The latest addition to the Volkswagen SUV lineup is a new twist on an existing model.
The German automaker took the 7-seat Atlas, removed the third row of seats and truncated the rear end.
Voila, the Atlas Cross Sport.
What you get is a midsize sport-ute with a bit more style thanks to a redesigned roofline and a rear shape that combine to give the design a sportier impression.
And what you lose in seats, you gain in spades when it comes to storage, not only inside the cabin, but also when the massive cargo floor is revealed by opening the liftgate.
The Atlas Cross Sport is offered in three trims (Trendline, Comfortline, Execline) with a starting price of $38,995. Our Aurora Red Chroma tester was the top of line trim, which is a little pricier at $56,500.
The Cross Sport offers the choice between two available engines: a base 2.0-litre four-cylinder and the larger 3.6L V6 in our ride.
Paired with an 8-speed automatic, the V6 engine we tested is rated at 267 horsepower and 266 ft-lb of torque.
While the engine itself is quite good, the transmission felt a little jumpy at times, with some shifts being far from smooth.
The Cross Sport also comes standard with 4MOTION all-wheel drive, an excellent system that handles Canadian winters well.
Unfortunately, after a week with it, I came nowhere near the combined average for fuel economy, which is rated at 12.7 litres per 100 kilometres. My average was 16.4 L/100 km – still quite a bit higher that the rated city average of 14.3 L/100 km for the Cross Sport.
In addition to the new look rear end, the Cross Sport also has a revised front grille which blends seamlessly with the large headlight assemblies.
When combined with the sleek 20-inch Capricorn alloy rims and powerful wheel arches that further enhance the sporty appearance, it’s a pretty sleek design.
Inside, the stylish looks continue, especially with the two-tone cabin on our tester – tastefully named Cinnamon-Titan Black.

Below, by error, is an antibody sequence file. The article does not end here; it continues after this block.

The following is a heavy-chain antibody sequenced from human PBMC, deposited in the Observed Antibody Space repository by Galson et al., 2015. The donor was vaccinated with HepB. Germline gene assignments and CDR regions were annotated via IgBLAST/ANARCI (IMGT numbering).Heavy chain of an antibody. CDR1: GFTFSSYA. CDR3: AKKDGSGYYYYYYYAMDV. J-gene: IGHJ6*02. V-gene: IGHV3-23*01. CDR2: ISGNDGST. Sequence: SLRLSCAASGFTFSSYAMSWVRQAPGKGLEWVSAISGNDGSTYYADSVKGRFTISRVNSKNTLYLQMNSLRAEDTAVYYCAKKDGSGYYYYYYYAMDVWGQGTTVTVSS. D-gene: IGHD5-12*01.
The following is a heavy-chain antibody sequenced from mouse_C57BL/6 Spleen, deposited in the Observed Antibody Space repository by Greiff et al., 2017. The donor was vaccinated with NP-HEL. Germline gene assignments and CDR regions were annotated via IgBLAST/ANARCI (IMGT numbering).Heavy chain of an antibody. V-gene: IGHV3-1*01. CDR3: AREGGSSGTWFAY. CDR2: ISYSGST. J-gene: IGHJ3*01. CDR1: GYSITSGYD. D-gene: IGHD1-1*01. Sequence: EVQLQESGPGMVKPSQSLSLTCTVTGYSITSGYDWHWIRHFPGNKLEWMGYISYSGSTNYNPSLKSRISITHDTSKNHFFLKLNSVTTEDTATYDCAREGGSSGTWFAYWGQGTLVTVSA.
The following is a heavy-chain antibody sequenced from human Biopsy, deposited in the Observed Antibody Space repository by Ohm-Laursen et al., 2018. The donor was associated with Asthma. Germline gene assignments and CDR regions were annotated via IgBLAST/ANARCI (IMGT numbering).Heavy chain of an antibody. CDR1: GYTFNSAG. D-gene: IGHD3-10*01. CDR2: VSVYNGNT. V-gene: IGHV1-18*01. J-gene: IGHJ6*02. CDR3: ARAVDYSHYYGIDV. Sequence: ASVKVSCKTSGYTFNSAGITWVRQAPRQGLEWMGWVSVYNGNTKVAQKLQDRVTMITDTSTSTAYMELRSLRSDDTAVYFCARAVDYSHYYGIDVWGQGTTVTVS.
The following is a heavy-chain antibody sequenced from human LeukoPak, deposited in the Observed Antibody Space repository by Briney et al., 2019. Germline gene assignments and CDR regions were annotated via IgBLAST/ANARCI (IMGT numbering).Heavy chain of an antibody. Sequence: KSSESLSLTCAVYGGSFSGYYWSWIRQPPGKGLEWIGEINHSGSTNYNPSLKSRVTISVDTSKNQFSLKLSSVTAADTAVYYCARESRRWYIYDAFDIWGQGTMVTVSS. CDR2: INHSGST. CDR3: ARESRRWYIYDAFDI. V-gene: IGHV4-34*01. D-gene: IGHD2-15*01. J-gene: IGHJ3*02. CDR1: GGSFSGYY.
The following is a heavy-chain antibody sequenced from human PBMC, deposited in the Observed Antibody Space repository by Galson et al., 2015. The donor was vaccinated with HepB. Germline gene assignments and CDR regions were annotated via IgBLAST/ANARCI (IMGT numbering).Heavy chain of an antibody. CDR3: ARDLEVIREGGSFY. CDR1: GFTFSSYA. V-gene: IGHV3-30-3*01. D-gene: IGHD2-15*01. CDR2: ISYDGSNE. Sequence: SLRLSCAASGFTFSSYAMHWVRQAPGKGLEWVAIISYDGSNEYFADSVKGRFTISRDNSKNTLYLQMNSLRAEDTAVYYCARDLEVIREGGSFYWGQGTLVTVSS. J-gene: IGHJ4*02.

As mentioned, you only have room for 5 passengers, but those seated on the rear bench have oodles of leg room and some comfortable seating.
And the cabin is also a quiet and enjoyable place to be while moving around town, made even brighter thanks to the panoramic sunroof on the Execline.
The top of line trim also comes with the Volkswagen Digital Cockpit (instrument cluster), which results in a nice, clean look for the dash.
That clean appearance extends to the centre console, which is topped by a large 8-inch touchscreen for the infotainment system, which is further enhanced on the Execline with the addition of a Fender Premium Audio System featuring 12 speakers and a subwoofer. Turn up the volume and enjoy.
It comes standard with Apple CarPlay and Android Auto, and is also equipped with satellite radio and GPS navigation on our tester.
The interface is excellent, with ease of use, great responsiveness and clean menus.
Out on the road, the Atlas Cross Sport can get a little rock n roll at times, and I don’t mean from the music, as rougher roads are definitely felt inside the cabin.
And as mentioned earlier, the transmission can be a bit jittery at times, mostly in lower gears. That being said, the engine delivers plenty of power and the gearbox reacts well when you need to overtake slower moving traffic.
So overall, the Atlas Cross Sport is a solid everyday driver which offers huge amounts of cargo space, excellent passenger room and has a stylish appearance thanks to some nips and tucks to the Atlas.
2020 Volkswagen Atlas Cross Sport Execline
Price as tested: $56,500
Configuration: Front engine/All-wheel drive
Engine/transmission: 3.6-litre V6/ 8-speed automatic
Power/torque: 276 horsepower/ 266 ft-lb of torque
Fuel (capacity): Regular (70.4 L)
Combined fuel economy ratings (L/100 km): 12.7 L/100 km
Observed fuel economy (L/100 km): 16.4 L/100 km
Warranties: 4-years/80,000 km (basic)
Competitors: Chevrolet Blazer, Ford Edge, Jeep Grand Cherokee, Honda Passport, Nissan Murano, Toyota Venza